flexible powers for civilian agencies to do the same. Herein 
lies the dilemma for architects of future security.
    The Defense Department is uniquely able to garner requisite 
resources and authorities needed to tackle many of the problems 
we are likely to face, yet the responsibility and expertise for 
many of these missions lie in civilian agencies. Moreover, the 
continued growth of military capability in these areas is self-
reinforcing, accelerating the downward spiral of civilian 
capacity in favor of more expedient military solutions.
    By allowing and even enabling the disparity in our 
instruments of national power, this Nation is jeopardizing its 
long-term security posture. Challenges such as disease, 
terrorism, nuclear proliferation and state failure require the 
coordination of multiple U.S. Government departments and 
agencies, not to mention non-governmental organizations, the 
private sector, allies and partners abroad and even states and 
localities.
    A so-called model American approach would not place these 
instruments under the auspices of a military organization as 
AFRICOM's detractors might fear. Rather, the White House must 
exert civilian control to integrate defense concerns into a 
broader foreign and security policy framework.
    Some options for achieving this unity of effort at the 
regional level might include: The creation of standing regional 
security councils composed of senior representatives from all 
of the national security departments and agencies that could 
coordinate U.S. policy execution on a day to day basis and seek 
approaches to shape the regional environment in favorable ways, 
as discussed in the Beyond Goldwater-Nichols Phase 2 Report.
    A second option is the transition of Defense Department 
combatant commands into unified U.S. Government political- 
military organizations operating under civilian leadership 
while retaining operational chain of command from a commander 
in the field to the Secretary of Defense and the President.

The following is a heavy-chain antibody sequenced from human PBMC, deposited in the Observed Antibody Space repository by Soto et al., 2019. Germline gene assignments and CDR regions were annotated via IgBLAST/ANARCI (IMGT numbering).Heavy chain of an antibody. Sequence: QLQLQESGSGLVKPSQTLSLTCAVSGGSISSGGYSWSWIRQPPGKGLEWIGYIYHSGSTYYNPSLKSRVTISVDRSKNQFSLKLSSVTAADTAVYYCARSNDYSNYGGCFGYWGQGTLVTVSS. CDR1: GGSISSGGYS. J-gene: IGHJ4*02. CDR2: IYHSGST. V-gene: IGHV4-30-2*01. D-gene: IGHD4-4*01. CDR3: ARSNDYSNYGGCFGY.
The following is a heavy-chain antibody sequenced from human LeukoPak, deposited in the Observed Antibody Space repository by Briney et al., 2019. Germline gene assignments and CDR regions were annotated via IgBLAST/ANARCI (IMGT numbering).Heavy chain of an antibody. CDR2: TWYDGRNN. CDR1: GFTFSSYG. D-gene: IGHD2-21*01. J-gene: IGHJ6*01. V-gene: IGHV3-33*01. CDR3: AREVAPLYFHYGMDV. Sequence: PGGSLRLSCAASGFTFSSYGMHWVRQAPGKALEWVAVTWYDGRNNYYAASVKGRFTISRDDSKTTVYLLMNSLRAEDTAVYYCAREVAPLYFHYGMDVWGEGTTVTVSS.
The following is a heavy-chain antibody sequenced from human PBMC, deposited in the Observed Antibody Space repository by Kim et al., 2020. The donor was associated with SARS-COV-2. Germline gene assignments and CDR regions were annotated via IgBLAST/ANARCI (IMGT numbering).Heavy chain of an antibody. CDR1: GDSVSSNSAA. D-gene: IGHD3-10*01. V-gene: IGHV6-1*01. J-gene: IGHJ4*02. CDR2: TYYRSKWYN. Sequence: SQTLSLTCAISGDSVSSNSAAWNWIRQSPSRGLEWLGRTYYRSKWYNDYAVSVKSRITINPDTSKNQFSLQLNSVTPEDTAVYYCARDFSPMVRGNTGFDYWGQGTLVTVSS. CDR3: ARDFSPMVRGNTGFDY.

And, third, a third possibility is the creation of regional 
super Ambassadors with clear authority to integrate all U.S. 
Government activities in a region, coordinating closely with 
the Secretary of Defense for the operational employment of 
military personnel.
    Each of these potential solutions and I am sure many others 
merit further investigation.
    Mr. Chairman and members of the subcommittee, for those of 
us contemplating interagency national security reform, 
AFRICOM's conceptualization and launch are cautionary tales. 
Nevertheless, AFRICOM can and will play an important and 
positive role in improving delivery of military and non- 
military assistance in Africa.
    The Command is attempting to recalibrate its role after 
wisely tempering initial enthusiasm for a broad and currently 
unsupportable mandate. Given its staffing difficulties, it will 
need time to absorb EUCOM and PACOM missions and to gain its 
proverbial sea legs for security cooperation activities. For 
crisis response, I fear the maturation process may be even 
longer.
    I thank you for inviting me to share these perspectives, 
and I look forward to your questions.
    [The prepared statement of Ms. Hicks follows:]
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    Mr. Tierney. Thank you very much.
    Mr. Malan.

                    STATEMENT OF MARK MALAN

    Mr. Malan. Mr. Chairman, members of the subcommittee, thank 
you for convening this hearing and for inviting me to testify 
on an issue that may well have profound consequences for the 
future of my motherland, the continent of Africa.
    I want to state up front that I truly believe that AFRICOM 
is a step in the right direction because it does hold a promise 
of making U.S. security policy toward Africa more coherent and 
to focus more sharply on building partner capacity for the 
maintenance of peace and security. However, I think that 
AFRICOM stepped off on the wrong foot in terms of its public 
diplomacy and remains at risk of staying off balance in its 
actual program delivery in Africa.
    In her testimony before the subcommittee on July 16th, Ms. 
Whelan sought to debunk three myths about AFRICOM. I won't dig 
these up, but I do want to suggest that AFRICOM has, in itself, 
become something of a mythical construct.
    It does not have the appropriate policy framework, the 
depth and balance of professional expertise or the requisite 
funding mechanisms to implement General Ward's concept of 
active security with a balanced team that is focused on long- 
term African capacity-building across the entire security 
sector.
    As matters stand, AFRICOM's capacity-building mission will 
be pursued through a nonexistent interagency team and a number 
of disparate programs funded through the Department of State 
and delivered by commercial contract.